3 on a theme: books within books

I am often reading between 3 and 5 books at the same time, and occasionally there’s a theme that might not be remarkable in one book… but when I see it in three books, I take notice.

Well, I started this blog post with three recent titles, then I kept finding more.  I’ll try to keep it to these three, because their inclusion in the novels felt more important to the plot than some of the other fictional titles.

collage

All read in December 2016-January 2017

The premise of Melanie Raabe’s The Trap includes a mention of the fictional book right on the cover blurb: “I know who killed my sister.  I wrote this book for him.”  The narrator, an author, writes a book called Blood Sisters about her sister’s murder in an effort to lure the murderer, a journalist, to her secluded house, where she plans to get him to confess.  There are chapters from the fictional book, which later one wonders how closely these chapters actually follow the truth.

A fictional book called The Bubblegum Reaper brings together two teens in Matthew Quick’s Every Exquisite Thing.  The fictional novel involves a teenage boy who falls in love with a twin who talks to turtles, only he isn’t sure which of the identical twins he’s in love with.  The characters, in their obsession with this book, discover that the author lives nearby and after striking up a friendship with him, also discover that The Bubblegum Reaper seems to be a thinly veiled story of his own life.  Every Exquisite Thing reminded me a LOT of The Fault in Our Stars, which has its own fictional novel, An Imperial Affliction.  Still no idea why the book is called The Bubblegum Reaper.

Finally, and you knew I’d be back to talk about this one, A List of Cages features an entire SERIES of fictional novels: the Elian Mariner books, which sound suspiciously like The Little Prince to me (and I just finished reading Everything, Everything, in which the main character reads and re-reads The Little Prince).  I haven’t actually read that book, so I could be way off, but basically Julian uses these books both to remind him of Adam, and to escape into the stars much like Elian Mariner does.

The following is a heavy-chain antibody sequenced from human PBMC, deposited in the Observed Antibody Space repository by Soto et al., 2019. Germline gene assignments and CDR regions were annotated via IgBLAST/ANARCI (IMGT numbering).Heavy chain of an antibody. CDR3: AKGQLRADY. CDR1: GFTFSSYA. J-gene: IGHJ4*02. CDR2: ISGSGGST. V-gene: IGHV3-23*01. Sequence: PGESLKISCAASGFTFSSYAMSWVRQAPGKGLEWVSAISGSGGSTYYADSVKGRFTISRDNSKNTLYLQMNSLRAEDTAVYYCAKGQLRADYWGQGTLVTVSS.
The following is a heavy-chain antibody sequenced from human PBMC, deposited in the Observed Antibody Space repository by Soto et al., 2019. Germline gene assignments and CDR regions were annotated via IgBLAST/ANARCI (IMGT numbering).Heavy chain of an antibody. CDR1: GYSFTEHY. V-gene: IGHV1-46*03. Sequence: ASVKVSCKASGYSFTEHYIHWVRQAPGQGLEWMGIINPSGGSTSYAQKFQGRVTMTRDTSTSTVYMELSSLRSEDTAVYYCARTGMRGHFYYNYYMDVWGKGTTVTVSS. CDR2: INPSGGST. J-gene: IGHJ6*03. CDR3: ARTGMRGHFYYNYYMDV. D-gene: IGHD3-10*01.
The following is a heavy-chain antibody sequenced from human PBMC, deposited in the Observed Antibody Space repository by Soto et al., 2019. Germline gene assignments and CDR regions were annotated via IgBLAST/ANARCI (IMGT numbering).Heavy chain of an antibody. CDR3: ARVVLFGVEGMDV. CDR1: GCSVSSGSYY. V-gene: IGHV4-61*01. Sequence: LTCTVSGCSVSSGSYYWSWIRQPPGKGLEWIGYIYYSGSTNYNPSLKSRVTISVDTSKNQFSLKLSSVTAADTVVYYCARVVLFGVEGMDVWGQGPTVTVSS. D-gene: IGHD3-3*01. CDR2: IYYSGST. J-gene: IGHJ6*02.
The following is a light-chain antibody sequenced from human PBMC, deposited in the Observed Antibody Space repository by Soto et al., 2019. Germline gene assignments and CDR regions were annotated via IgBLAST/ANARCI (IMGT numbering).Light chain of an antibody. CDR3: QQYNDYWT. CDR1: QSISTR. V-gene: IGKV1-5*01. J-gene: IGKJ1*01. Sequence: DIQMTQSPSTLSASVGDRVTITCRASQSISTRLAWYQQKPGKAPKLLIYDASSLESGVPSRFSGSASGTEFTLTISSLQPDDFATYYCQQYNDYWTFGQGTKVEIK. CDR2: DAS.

I often find that characters in books read other books, and most of the time they are real books that exist.  Obviously, authors are readers and they want to pay homage to the books that inspire them.  The use of a fictional book gives the characters the ability to interact with the authors’ lives – obviously, The Trap wouldn’t have worked with a real novel, because it’s all about the author, and the same for Every Exquisite Thing (and The Fault in Our Stars).  For A List of Cages, I think the reason for using a fictional series is largely for one scene, in which one of Julian’s classmates asks what he’s reading, and he gets excited to talk about his favorite books, and we as the reader don’t know what level these books are until the classmate makes a terrible comment, and suddenly we realize that high school freshman Julian is reading books meant for elementary school children.  In that way, The Little Prince wouldn’t have worked, because many adults read it.

Lots and lots of other books include fictional works.  Probably the coolest example of this is Fangirl, by Rainbow Rowell, in which the main character writes fanfiction for the Simon Snow series (it bears close resemblance to Harry Potter).  So many people were writing fanfiction for this fictional series that Rainbow Rowell actually wrote the fic Cath was working on, and it was published as Carry On Simon.  Doesn’t always happen, but I sure would like to read The Bubblegum Reaper!

Addition, 3/10/17: Found another one!  Currently reading The Man in the High Castle, wherein there is a book titled The Grasshopper Lies Heavy.  I keep getting the feeling that there is a parallel universe where people read the book The Grasshopper Lies Heavy, which refers to a fictional book called The Man in the High Castle.

 

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